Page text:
Who can do inside surface finishes in single-digit microns? - Page 2
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  1. #21
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    Quote Originally Posted by 9100 View Post
    When you think about it, one micron is about 40 millionths of an inch, not very smooth. I would get it as smooth as I could with a hone or lap, then electropolish it. Astronomical mirrors have aluminum evaporated on them, then coated with silicon monoxide.

    Of course, I don't even know why we are worrying about it. One of the most irritating features of these forums is people who come in with a problem, then refuse to furnish enough information to make a meaningful recommendation.

    Bill
    Astronomical mirrors are aluminized because glass substrates that provide useful reflective optical surface figure don't reflect visible light very well.

    Aluminization of an aluminum substrate is a rare occurrence.

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    Quote Originally Posted by CalG View Post
    I find it equally irritating that a simple question can not be responded to.

    Can anyone provide a 2 micron or better surface roughness on an aluminum id? |Nothing more was asked.
    True, but it was also an incomplete one. For example, is the hole bored clear through or blind? How long is the bore? What alloy of aluminum? Is the aluminum cast or rolled? Either way, the grain is going to get in the act. When I was making mirrors, I had some interesting discussions with Bob Cox, who made the optics for the Gemini space program and edited the Amateur Telescope Maker column in Sky & Telescope. His view was that because aluminum has grain, I would never be able to produce a mirror with the same performance as a glass one, which is amorphous. I agree, but my application was not as demanding as an astronomical mirror. I never tested my mirrors with a profilometer, but I am sure they were better than 1 micron. If I can pick the length of the tube and the alloy, I am sure I could make one with a 1 micron finish, but these are unknown in this case.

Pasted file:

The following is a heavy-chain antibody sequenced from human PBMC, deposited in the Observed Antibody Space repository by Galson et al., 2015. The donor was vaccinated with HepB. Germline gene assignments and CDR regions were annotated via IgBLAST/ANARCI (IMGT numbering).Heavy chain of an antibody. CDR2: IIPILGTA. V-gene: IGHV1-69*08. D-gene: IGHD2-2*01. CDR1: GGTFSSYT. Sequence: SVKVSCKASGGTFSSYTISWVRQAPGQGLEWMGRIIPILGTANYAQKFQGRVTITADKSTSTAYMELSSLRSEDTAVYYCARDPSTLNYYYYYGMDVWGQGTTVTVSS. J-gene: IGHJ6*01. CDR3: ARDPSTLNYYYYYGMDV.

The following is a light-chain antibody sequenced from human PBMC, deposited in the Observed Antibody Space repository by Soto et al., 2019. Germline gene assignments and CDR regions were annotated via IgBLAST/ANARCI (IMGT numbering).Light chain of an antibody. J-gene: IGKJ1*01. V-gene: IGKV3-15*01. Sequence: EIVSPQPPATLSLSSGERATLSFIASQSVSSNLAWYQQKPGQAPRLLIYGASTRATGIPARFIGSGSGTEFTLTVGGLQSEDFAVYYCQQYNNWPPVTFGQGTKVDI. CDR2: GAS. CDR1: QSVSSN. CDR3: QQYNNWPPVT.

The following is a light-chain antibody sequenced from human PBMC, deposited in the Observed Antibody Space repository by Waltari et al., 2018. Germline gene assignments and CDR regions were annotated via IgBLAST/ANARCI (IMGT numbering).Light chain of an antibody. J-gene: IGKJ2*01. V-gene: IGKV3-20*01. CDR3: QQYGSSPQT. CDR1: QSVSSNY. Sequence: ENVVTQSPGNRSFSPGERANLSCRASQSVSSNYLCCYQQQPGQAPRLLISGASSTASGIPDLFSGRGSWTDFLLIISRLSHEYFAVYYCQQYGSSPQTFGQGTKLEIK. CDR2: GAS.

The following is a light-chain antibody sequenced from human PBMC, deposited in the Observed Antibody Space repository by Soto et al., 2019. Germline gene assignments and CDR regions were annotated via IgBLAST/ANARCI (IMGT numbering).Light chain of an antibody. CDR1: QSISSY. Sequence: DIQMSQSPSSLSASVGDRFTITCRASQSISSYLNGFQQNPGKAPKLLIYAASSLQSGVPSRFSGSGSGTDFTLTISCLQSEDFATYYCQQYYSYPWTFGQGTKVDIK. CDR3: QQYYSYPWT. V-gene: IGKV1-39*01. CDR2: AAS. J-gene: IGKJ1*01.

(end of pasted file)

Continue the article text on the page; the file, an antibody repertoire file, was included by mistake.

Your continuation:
Bill